For a long time now, Google has offered developers a set of what it believes are best practices for modern web development. Today it is going beyond just providing this information by launching the Web Starter Kit, a boilerplate kit similar to HTML5 Boilerplate that includes templates and tooling for getting multi-screen web apps up and running quickly.
Google says the templates are optimized for performance and responsive layouts to help developers quickly write multi-device web experiences. It essentially implements the recommendations Google has been giving developers already and packages them into actual code with the necessary tooling to get apps off the ground fast. The Starter Kit, it is worth noting, assumes that you have Node, Ruby, the Ruby Sass gem and Gulp.js, a streaming build system, installed on your system. Using Gulp — which is optional — also enables developers to make use of features like LiveReload, automatic image optimization and HTML minification.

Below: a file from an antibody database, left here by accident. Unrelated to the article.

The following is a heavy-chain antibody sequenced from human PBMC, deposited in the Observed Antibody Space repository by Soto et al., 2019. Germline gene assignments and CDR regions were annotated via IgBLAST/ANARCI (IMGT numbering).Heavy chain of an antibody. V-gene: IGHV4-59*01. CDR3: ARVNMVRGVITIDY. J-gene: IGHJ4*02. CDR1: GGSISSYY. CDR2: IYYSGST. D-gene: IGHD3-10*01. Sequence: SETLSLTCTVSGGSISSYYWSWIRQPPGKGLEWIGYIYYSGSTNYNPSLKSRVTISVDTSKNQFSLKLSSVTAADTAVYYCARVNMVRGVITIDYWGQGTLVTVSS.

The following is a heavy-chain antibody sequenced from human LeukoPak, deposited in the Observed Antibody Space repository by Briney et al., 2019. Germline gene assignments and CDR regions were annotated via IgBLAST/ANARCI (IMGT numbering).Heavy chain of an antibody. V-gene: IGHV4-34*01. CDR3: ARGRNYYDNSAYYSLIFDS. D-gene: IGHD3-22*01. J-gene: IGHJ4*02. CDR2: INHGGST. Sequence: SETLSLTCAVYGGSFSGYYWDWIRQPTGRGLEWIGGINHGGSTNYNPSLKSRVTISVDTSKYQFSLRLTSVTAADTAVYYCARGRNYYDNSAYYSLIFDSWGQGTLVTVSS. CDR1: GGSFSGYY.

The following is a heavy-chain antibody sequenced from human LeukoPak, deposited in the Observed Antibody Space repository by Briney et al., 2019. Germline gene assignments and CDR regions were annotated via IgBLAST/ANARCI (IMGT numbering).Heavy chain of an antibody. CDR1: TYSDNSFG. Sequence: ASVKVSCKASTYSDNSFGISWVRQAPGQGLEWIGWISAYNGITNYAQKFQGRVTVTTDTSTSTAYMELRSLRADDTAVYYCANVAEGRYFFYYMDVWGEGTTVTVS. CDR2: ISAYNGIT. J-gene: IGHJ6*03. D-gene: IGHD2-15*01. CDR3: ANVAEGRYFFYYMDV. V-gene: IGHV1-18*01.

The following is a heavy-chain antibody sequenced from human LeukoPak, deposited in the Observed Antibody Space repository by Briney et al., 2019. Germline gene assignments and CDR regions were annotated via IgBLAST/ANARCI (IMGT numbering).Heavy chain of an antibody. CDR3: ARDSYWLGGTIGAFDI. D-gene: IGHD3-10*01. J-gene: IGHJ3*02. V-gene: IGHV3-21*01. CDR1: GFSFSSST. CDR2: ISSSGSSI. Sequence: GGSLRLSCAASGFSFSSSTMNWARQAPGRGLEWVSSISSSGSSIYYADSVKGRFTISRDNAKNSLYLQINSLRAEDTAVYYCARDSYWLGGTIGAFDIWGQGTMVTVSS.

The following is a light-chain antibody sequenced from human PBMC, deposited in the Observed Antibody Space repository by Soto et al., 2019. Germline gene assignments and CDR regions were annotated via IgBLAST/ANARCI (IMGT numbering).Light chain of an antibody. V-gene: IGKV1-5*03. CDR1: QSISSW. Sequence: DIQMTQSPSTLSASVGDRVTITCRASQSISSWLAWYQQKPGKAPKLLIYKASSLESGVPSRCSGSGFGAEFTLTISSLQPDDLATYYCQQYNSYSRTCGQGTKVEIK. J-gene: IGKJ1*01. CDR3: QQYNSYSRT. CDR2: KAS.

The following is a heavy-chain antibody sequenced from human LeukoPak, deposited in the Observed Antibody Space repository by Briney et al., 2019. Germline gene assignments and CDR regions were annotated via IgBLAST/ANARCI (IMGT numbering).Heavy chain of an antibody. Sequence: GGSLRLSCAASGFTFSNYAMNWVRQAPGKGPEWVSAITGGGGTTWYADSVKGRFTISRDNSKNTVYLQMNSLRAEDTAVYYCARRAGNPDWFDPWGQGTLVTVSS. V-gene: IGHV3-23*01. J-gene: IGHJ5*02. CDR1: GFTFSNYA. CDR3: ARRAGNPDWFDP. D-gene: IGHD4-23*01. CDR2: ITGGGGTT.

Besides the latest version of Chrome, the Starter Kit also supports most other modern browsers, including IE10 and 11, Firefox 30 and 31, as well as most popular mobile browsers.
While there is some overlap with projects like Bootstrap or ZURB’s Foundation, Google makes it pretty easy to use the Starter Kit with the styles from those projects, too.
Unlike those projects, Google doesn’t offer many UI elements and other components. It’s unclear if Google plans to add those at a later stage, but as Google engineer Addy Osmani notes on Hacker News today, the idea isn’t to compete with Bootstrap in terms of UI components. He also argues that Bootstrap, Foundation and similar libraries are “a great start for prototyping your apps, but one of the biggest challenges with them is that it’s (almost too) easy to get stuck using their styles, look and feel for the lifetime of your application.” Unlike these projects, Web Starter Kit wants to encourage developers to change the base styles to suit their own apps.
Just like Bootstrap and Foundation, though, Starter Kit focuses on layouts that offer a fluid grid, though Google’s solution feels a bit more flexible.
The project is officially in beta now. It’s a bit surprising that Google would release this tool only a week ahead of its I/O developer conference in San Francisco, but maybe the company wants to give attendees some time to familiarize themselves with it before running sessions about it at the event.